The_Quine_Duhem_thesis

The_Quine_Duhem_thesis - The Quine-Duhem thesis In a number...

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The Quine-Duhem thesis In a number of popular accounts of the progress of science, we are told that there was some dispute between advocates of two rival theories. Then someone constructs a ‘crucial experiment’ that decides between the two. While something like this can occur (and has occurred in some famous cases), frequently matters are more complicated.
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‘Falsification’ of theories Sometimes theories make predictions that can be checked. If the predictions are observed to be true, then the theory is confirmed or verified. If the predictions are false, then the theory is falsified or disconfirmed.
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Conclusive falsification is rare When a theory makes a false prediction, in general various ‘auxiliary hypotheses’ are used to derive the prediction. In such cases (the typical case), it is in principle possible to take the false prediction to cast doubt on some auxiliary hypothesis rather than on the theory.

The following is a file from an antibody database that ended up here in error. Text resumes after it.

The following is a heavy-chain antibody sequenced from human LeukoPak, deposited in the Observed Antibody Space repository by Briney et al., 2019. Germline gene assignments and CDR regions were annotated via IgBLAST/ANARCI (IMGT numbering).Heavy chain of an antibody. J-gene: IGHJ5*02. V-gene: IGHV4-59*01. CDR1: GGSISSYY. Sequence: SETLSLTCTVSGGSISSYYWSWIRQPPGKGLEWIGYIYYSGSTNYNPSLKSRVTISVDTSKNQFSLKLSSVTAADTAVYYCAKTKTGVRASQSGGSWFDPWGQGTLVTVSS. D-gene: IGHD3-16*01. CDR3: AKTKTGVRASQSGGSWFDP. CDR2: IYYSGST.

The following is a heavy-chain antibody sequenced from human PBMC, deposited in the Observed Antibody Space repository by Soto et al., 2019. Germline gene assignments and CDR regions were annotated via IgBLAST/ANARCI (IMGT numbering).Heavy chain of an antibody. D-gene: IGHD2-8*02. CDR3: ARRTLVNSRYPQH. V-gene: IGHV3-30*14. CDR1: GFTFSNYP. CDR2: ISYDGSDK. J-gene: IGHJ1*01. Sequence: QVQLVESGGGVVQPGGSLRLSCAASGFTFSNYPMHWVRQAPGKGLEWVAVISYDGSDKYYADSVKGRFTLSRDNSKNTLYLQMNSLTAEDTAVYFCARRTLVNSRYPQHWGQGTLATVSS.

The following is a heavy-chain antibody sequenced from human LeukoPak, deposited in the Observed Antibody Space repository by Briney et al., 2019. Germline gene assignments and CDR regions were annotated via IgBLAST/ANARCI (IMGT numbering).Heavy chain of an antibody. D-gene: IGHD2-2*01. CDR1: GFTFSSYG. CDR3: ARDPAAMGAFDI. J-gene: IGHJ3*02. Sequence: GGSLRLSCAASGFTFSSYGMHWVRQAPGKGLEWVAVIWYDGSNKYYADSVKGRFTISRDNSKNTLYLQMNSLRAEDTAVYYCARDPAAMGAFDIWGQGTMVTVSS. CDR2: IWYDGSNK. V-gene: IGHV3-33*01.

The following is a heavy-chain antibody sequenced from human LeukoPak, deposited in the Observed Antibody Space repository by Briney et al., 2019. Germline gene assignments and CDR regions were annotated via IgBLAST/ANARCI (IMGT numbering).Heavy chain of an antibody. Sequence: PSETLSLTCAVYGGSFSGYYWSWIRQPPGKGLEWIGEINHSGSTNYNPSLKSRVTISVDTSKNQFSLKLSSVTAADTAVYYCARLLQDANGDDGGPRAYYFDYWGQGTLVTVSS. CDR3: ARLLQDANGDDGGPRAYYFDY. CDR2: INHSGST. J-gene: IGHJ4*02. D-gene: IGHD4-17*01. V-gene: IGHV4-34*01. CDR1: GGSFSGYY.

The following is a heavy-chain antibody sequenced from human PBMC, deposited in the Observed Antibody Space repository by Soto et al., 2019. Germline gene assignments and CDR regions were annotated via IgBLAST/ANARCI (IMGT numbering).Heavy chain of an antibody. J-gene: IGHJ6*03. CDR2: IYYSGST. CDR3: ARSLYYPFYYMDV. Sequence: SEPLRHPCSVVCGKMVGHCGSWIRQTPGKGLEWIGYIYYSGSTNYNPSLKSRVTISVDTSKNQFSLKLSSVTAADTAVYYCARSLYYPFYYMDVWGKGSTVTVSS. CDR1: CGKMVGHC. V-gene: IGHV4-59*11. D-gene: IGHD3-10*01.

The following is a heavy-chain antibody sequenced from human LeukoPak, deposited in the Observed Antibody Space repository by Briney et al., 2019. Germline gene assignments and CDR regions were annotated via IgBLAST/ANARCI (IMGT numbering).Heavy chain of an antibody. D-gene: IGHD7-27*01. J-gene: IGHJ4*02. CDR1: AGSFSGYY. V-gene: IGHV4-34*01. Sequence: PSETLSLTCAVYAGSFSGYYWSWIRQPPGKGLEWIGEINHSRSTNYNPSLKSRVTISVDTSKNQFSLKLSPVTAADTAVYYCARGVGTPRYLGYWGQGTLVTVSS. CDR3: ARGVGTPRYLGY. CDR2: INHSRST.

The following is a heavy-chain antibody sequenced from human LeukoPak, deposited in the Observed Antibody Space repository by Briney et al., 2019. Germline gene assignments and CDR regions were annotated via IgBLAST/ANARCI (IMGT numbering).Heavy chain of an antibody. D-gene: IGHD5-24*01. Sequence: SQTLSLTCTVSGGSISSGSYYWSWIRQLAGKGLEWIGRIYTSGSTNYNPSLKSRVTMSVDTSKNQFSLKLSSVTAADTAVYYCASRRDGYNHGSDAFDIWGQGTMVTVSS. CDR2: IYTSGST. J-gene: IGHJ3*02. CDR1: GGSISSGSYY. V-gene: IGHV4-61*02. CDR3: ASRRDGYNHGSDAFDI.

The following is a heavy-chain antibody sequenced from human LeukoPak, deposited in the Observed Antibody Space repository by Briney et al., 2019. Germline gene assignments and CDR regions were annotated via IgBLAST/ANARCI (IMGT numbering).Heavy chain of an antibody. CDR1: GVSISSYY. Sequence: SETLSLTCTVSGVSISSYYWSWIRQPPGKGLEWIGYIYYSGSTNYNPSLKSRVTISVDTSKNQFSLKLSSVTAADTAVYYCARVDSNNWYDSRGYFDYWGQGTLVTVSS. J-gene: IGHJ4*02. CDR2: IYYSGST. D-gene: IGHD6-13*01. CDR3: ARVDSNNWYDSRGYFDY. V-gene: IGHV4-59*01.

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Example: Precession of the perihelion of Mercury The orbit of Mercury is not perfectly elliptical. The ellipse ‘turns’ around the sun at a measurable rate. The simplest calculation of an orbit suggests that the orbit should not precess in this manner. This phenomenon was known for many years before Newton’s theory was taken to be incorrect. Was this sheer dogmatism? Arguably, it was perfectly reasonable. For one thing, calculating trajectories of
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bodies when there are many other bodies around is very difficult and solutions can only be approximated. No one knew for certain that the effect was not due to other planets. Furthermore, if the Sun is not uniformly dense, or rotates, or Mercury has a magnetic field, or any of a host of other possibilities obtain, this could (for all physicists knew) account for the precession. It was not until Einstein’s alternative theory
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The_Quine_Duhem_thesis - The Quine-Duhem thesis In a number...

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